The Swoop Funding team at the Toronto Launch

Ontario’s rising small business market and immense tech talent made it the right location for expansion

Swoop Funding, an Irish-based financial services company, has officially launched in Ontario, Canada. Since 2018, they have expanded to the United Kingdom, Australia and now Canada, where they officially launched in Toronto in 2021.

Since launching in Ontario, Swoop Canada has struck a chord, building up its Canadian client base to over 500 companies, and is looking at tripling its team within 12 months. “Finding talent to fill those positions will be a cinch,” Burke says, “thanks to Ontario’s abundance of terrific educational institutions.”

Swoop Funding logo

Unlike traditional banks, Swoop’s platform is an open banking service that provides users with a centralized location for all the financial resources and information they need to find the right funding solution for their business.

It’s a personalized finance experience—Swoop can help businesses find and apply for federal programs and innovation funds like the National Research Council’s Industrial Research Assistance Program (IRAP) or the Scientific Research and Experimental Development (SR&ED) tax incentive program.

Daire Burke, Head of Swoop Canada

Swoop can also help a business shop for a line of credit, commercial mortgages and even raise equity by matching with venture capitalists and angel investors.

“Our purpose is to serve the small businesses out there that really do struggle with access to capital. That’s why we exist. That’s what our mission is, and the funding gap out there for small businesses is enormous,” said Daire Burke, Head of Swoop Canada.

But what makes Swoop Funding stand out is that its service is completely free for SMEs, with revenue coming from the other side of the marketplace.

Ushering in a banking revolution with open banking

One attractive feature that made Toronto, Canada’s financial capital, so attractive to Swoop is the government’s commitment to introduce open banking in the next two to three years, and Swoop is driving to be among the first to usher in this transformation.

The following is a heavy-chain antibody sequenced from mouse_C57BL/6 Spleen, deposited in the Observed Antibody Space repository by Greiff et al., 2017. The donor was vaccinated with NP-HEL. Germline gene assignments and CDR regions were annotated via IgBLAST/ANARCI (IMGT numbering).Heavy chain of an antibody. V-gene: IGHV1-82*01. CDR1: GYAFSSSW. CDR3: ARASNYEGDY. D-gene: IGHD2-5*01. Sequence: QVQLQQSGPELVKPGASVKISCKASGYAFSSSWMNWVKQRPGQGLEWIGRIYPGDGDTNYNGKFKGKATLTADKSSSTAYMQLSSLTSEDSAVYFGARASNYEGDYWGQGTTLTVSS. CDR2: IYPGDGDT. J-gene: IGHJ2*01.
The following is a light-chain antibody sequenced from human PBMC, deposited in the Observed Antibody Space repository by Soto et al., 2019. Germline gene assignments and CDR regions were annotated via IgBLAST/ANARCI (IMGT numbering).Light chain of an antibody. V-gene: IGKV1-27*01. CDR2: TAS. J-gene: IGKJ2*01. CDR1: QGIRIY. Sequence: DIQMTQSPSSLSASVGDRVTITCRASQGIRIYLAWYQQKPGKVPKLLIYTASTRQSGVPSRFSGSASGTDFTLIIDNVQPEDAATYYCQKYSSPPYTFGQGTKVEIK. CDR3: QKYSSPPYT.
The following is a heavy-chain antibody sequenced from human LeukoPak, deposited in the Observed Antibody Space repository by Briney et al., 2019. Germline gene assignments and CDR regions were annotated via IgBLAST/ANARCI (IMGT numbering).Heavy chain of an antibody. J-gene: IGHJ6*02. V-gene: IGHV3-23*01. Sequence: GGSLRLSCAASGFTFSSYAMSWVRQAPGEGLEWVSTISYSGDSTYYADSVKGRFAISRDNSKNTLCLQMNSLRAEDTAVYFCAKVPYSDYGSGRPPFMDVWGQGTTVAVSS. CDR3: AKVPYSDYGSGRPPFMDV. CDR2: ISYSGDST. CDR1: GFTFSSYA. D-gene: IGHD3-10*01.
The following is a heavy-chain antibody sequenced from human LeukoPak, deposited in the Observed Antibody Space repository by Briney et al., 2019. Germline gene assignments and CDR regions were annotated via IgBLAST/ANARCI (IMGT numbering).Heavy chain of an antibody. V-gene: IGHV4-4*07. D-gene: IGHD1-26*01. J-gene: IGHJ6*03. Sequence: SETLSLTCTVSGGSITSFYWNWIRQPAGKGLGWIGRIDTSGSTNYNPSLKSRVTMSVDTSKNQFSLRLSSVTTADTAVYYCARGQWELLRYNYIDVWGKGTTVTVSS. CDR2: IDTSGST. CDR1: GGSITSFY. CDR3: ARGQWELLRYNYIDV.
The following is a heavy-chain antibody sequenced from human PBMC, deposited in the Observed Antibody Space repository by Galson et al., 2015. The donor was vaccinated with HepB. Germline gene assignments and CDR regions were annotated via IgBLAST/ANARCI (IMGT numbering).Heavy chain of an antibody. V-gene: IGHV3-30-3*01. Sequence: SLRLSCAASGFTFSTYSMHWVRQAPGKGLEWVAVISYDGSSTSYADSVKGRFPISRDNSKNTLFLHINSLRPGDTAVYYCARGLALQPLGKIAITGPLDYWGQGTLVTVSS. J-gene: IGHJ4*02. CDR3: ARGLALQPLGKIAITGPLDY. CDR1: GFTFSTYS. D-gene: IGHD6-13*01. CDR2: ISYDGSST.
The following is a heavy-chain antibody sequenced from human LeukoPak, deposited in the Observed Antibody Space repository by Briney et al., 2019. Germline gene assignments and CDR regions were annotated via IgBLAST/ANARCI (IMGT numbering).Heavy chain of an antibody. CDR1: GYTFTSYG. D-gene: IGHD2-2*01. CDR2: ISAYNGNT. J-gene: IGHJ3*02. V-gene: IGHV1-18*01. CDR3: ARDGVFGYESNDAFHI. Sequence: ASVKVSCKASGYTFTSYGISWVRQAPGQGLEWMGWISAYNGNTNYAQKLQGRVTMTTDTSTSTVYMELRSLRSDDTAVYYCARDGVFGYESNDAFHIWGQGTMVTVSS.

The forthcoming open banking legislation would allow consumers to share their financial accounts with emerging fintech firms to keep them from falling behind in a competitive market. “I believe that Swoop can help small businesses maximize the value open banking has to offer.”,” Burke said.

“The ethos behind all this is all of your data sources are out there. It’s your data; you own it,” said Burke, noting the time savings of not having to assemble data and search for the best business deal, one outreach at a time.

Why follow that approach, he says, when there are “solutions out there like [ours] that can save you all that time by doing and packaging up those applications and bringing back the best offers?”

Ontario provides an environment to flourish

“The talent ecosystem around Toronto is really strong,” he said. “Universities have done a great job at recognizing industry needs, [and] some pretty high profile, successful companies around Toronto, Kitchener-Waterloo area have left a legacy [of accelerators and incubators] essentially built around helping businesses start up and scale up.”

Burke noted that the Toronto-Waterloo corridor has the largest tech cluster in North America outside of Silicon Valley. “That speaks to the type of environment in which what we are offering might flourish.”

Swoop plans to continue preparing for open banking legislation in Canada and is looking to expand into the United States in the near future. But if it does, Burke says its home base will remain in Toronto.

“We see the Toronto and surrounding area as the ideal place to build our North American hub.”

Learn more about Canada’s financial sector and some of the leading companies that call Ontario home.